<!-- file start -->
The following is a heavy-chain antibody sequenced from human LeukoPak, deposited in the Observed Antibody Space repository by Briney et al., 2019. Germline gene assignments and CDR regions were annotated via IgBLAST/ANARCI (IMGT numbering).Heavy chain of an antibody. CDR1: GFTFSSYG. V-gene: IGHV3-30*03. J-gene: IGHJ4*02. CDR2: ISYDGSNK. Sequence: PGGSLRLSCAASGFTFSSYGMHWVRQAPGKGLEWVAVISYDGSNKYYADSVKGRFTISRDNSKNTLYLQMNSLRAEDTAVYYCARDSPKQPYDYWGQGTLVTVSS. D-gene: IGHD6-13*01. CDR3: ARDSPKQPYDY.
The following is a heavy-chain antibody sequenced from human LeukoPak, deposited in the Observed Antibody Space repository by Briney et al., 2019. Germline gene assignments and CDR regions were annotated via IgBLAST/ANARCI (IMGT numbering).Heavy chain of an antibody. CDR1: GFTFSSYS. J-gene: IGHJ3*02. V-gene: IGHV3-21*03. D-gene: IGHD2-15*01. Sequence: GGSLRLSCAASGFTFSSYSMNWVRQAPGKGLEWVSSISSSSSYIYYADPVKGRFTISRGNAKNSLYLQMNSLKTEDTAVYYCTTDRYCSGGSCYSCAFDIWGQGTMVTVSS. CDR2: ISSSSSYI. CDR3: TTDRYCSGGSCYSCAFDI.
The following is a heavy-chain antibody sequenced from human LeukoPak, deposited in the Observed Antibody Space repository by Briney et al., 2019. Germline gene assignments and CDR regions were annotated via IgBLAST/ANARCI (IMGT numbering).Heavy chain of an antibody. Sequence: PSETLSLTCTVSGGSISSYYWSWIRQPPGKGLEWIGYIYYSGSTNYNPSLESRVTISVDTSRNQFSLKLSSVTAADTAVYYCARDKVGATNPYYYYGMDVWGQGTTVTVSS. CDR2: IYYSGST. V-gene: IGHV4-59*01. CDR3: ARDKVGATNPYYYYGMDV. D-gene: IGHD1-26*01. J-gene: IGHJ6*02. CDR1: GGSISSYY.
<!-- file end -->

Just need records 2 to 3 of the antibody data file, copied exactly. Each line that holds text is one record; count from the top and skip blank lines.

The following is a heavy-chain antibody sequenced from human LeukoPak, deposited in the Observed Antibody Space repository by Briney et al., 2019. Germline gene assignments and CDR regions were annotated via IgBLAST/ANARCI (IMGT numbering).Heavy chain of an antibody. CDR1: GFTFSSYS. J-gene: IGHJ3*02. V-gene: IGHV3-21*03. D-gene: IGHD2-15*01. Sequence: GGSLRLSCAASGFTFSSYSMNWVRQAPGKGLEWVSSISSSSSYIYYADPVKGRFTISRGNAKNSLYLQMNSLKTEDTAVYYCTTDRYCSGGSCYSCAFDIWGQGTMVTVSS. CDR2: ISSSSSYI. CDR3: TTDRYCSGGSCYSCAFDI.
The following is a heavy-chain antibody sequenced from human LeukoPak, deposited in the Observed Antibody Space repository by Briney et al., 2019. Germline gene assignments and CDR regions were annotated via IgBLAST/ANARCI (IMGT numbering).Heavy chain of an antibody. Sequence: PSETLSLTCTVSGGSISSYYWSWIRQPPGKGLEWIGYIYYSGSTNYNPSLESRVTISVDTSRNQFSLKLSSVTAADTAVYYCARDKVGATNPYYYYGMDVWGQGTTVTVSS. CDR2: IYYSGST. V-gene: IGHV4-59*01. CDR3: ARDKVGATNPYYYYGMDV. D-gene: IGHD1-26*01. J-gene: IGHJ6*02. CDR1: GGSISSYY.